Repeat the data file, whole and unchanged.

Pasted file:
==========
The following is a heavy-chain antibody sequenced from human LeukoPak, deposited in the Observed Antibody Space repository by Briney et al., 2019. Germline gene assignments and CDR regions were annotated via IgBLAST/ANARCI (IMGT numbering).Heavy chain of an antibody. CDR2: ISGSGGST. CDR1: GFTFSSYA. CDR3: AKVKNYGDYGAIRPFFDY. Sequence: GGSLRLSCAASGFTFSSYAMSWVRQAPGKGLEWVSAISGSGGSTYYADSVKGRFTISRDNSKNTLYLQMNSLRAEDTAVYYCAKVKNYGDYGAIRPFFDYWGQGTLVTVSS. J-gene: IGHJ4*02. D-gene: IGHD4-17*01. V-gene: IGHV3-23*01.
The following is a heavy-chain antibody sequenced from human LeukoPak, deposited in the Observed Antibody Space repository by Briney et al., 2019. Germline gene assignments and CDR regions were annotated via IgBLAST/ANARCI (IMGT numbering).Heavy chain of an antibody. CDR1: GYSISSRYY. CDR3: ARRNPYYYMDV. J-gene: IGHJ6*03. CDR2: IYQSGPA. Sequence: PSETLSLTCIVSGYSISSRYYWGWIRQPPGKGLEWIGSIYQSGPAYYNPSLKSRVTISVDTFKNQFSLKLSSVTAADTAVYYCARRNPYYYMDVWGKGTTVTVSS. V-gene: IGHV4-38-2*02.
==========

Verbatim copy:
The following is a heavy-chain antibody sequenced from human LeukoPak, deposited in the Observed Antibody Space repository by Briney et al., 2019. Germline gene assignments and CDR regions were annotated via IgBLAST/ANARCI (IMGT numbering).Heavy chain of an antibody. CDR2: ISGSGGST. CDR1: GFTFSSYA. CDR3: AKVKNYGDYGAIRPFFDY. Sequence: GGSLRLSCAASGFTFSSYAMSWVRQAPGKGLEWVSAISGSGGSTYYADSVKGRFTISRDNSKNTLYLQMNSLRAEDTAVYYCAKVKNYGDYGAIRPFFDYWGQGTLVTVSS. J-gene: IGHJ4*02. D-gene: IGHD4-17*01. V-gene: IGHV3-23*01.
The following is a heavy-chain antibody sequenced from human LeukoPak, deposited in the Observed Antibody Space repository by Briney et al., 2019. Germline gene assignments and CDR regions were annotated via IgBLAST/ANARCI (IMGT numbering).Heavy chain of an antibody. CDR1: GYSISSRYY. CDR3: ARRNPYYYMDV. J-gene: IGHJ6*03. CDR2: IYQSGPA. Sequence: PSETLSLTCIVSGYSISSRYYWGWIRQPPGKGLEWIGSIYQSGPAYYNPSLKSRVTISVDTFKNQFSLKLSSVTAADTAVYYCARRNPYYYMDVWGKGTTVTVSS. V-gene: IGHV4-38-2*02.